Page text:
In 1957, a massive nuclear accident took place at the top secret Mayak nuclear station in the Soviet Union. At the time, it was the largest nuclear disaster in history. So why has no one heard of it? Despite its size, Soviet authorities managed to keep the accident a secret for almost four decades, and details of the devastating legacy of what is now known as the ‘Kyshtym disaster’ are still only just becoming clear today.
BBC 28th Jan 2021 read more »
Belarus, Turkey, and Uzbekistan.
On January 29th EU Today hosted a conference at the Press Club, Brussels, concentrating on the new and proposed nuclear power plants in Belarus, Turkey, and Uzbekistan. Moderator Natalia Richardson drew parallels between the risks surrounding nuclear energy today, and the Chernobyl disaster of 1986, of which she, as a student in Ukraine at the time, had experience. Keynote speaker Jutta Paulus, a German Green MEP who sits on the European Parliament’s Committee on the Environment, Public Health and Food Safety, told the conference that at present nuclear energy supplies around 10% of global demand for electricity. However, to maintain this level, taking into account rising demand and the decommissioning of existing reactors, new-builds will need to come online at the rate of 50 per year. She highlighted in this context the fact that most of the existing 400 plus reactor plants in the world today are more than 30 years old, and now coming to the end of their lives.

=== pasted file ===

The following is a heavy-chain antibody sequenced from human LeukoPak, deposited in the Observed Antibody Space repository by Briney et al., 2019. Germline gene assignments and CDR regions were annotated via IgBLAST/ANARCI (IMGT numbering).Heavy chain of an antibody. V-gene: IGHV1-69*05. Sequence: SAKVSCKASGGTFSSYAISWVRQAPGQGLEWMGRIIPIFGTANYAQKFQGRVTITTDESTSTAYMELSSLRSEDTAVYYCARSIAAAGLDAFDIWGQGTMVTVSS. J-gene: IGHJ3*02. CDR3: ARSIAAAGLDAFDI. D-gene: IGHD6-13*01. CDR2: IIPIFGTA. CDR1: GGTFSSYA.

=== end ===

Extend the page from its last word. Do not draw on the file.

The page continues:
EU Today 29th Jan 2021 read more »
German Greens MEP calls for quick phase-out of nuclear energy. The Brussels press club event on Friday was told that while the new nuclear plants in Turkey and Belarus are well advanced “it is still not too late” to halt construction of the plant in Uzbekistan. Paulus, speaking at “The new Chernobyls on Europe’s doorstep,” said she welcomed the chance to discuss “this important subject.”
Parliament Magazine 1st Feb 2021 read more »